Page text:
She says that she thought long and hard before agreeing to reprise her role as Mia Thermopolis, a California teenager who discovers that she is princess of a fictional European country ruled by Julie Andrews. A fear of typecasting? "That was my apprehension for myself," she admits. "My apprehension for the film was that sequels are often made simply to make more money off a formula that's been proven to work. The first film meant so much to so many people that I was wary about trying to exploit their love of the film."

These are not the words that you expect to hear from rising Hollywood starlets promoting a Disney movie. But just as her Mia is a bit of a feisty feminist, so Hathaway is a young woman with a mind of her own, and she's not afraid to speak it. In person, she is anything but regal, dressed in jeans, stripy socks and no shoes. But she does have an old-school beauty, radiating a purity and innocence that recalls Hollywood stars of a bygone era. Her face has an elastic, cartoonish quality, in which all the features are exaggerated - a huge mouth, dazzling smile, giant brown eyes and gigantic eyebrows with a life of their own - which is probably why the camera loves her.

And far from mouthing the usual bland platitudes of most other rising starlets, she turns out to be fiercely intelligent and ferociously independent. This is, after all, someone who turned down more starring roles to enrol at Vassar College to read English and Women's Studies. Having taken an indefinite leave of absence from college ("Until I am spewed across the papers in a drugged-out stupor!" she jokes), she remains refreshingly unafraid to offer well-informed opinions on subjects ranging from our national obsession with Tim Henman to the pressures of being a pre-teen role model.

The latter, it turns out, is a subject on which she has plenty to say, rejecting out of hand the idea that her screen persona demands any responsibility for her off-screen behaviour. "In my personal life, I'm not an angel," she declares, tantalisingly. "I haven't tried to curb myself or my education in life because of other people's perception. But I haven't been excessive about anything. It's not who I am.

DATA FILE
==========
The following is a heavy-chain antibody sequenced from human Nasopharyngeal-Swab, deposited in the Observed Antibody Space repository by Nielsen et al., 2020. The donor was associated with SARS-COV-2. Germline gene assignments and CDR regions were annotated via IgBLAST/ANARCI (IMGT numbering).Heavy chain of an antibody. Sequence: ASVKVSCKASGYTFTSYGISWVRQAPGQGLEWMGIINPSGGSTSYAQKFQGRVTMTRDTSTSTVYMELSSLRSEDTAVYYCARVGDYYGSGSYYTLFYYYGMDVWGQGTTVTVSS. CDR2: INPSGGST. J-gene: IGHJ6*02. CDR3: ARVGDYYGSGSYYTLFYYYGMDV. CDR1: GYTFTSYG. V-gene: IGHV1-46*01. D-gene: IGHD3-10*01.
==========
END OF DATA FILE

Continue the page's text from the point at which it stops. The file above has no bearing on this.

"As it is, who I am is somebody that mothers have come up and thanked me for being. But I haven't done it for anyone else except myself and, maybe, to a degree, my parents. You can't live your life to make someone else happy. Also, I believe that if you consider yourself a role model, and you make choices based on that criterion, you're just a big phoney."

Hathaway's next screen role will be in Ang Lee's new film Brokeback Mountain. Due to be seen next year, it is based on a short story by E Annie Proulx about the forbidden love between a ranch hand and a cowboy (Jake Gyllenhaal and Heath Ledger) in early-1960s Wyoming. Both men marry to hide their true sexuality, and Hathaway plays Gyllenhaal's wife in a film that is sure to upset Midwestern sensibilities, and has already had the press frothing about a screen kiss between its leading men.

Hathaway has long admired the director, having seen The Ice Storm when she was 14, and is excited to be involved in such a taboo-challenging film, threatening the macho image of the Wild West. "The mythology of the West is just that - mythology," she says. "It was created by Buffalo Bill to sell tickets to a cowboy show in, like, Chicago!"

She adds: "It is brave of the people involved in this film to tell a story that some people today are still really averse to hearing. And I think it's brave of Jake and Heath to make this film so early in their careers."

Future ambitions for the precocious Ms Hathaway include working with Terry Gilliam ("my favourite director") and Cameron Crowe, but not if it means moving to Hollywood. "I can't live there. I hate cars. And I burn really easily." I suspect there's more to it than that, but Anne Hathaway's far too smart to bite the hand that feeds her.

So, she lives in New York, where she hopes to return to the stage following a stint on Broadway in a 2002 revival of Carnival! She spends her spare time, she says, "going to museums, galleries, cafés, bookstores, movies, lunching with friends", and seeing her boyfriend, who is in real estate. Not quite the life of a princess, perhaps, but pretty idyllic all the same.

'The Princess Diaries 2: Royal Engagement' is released on 22 October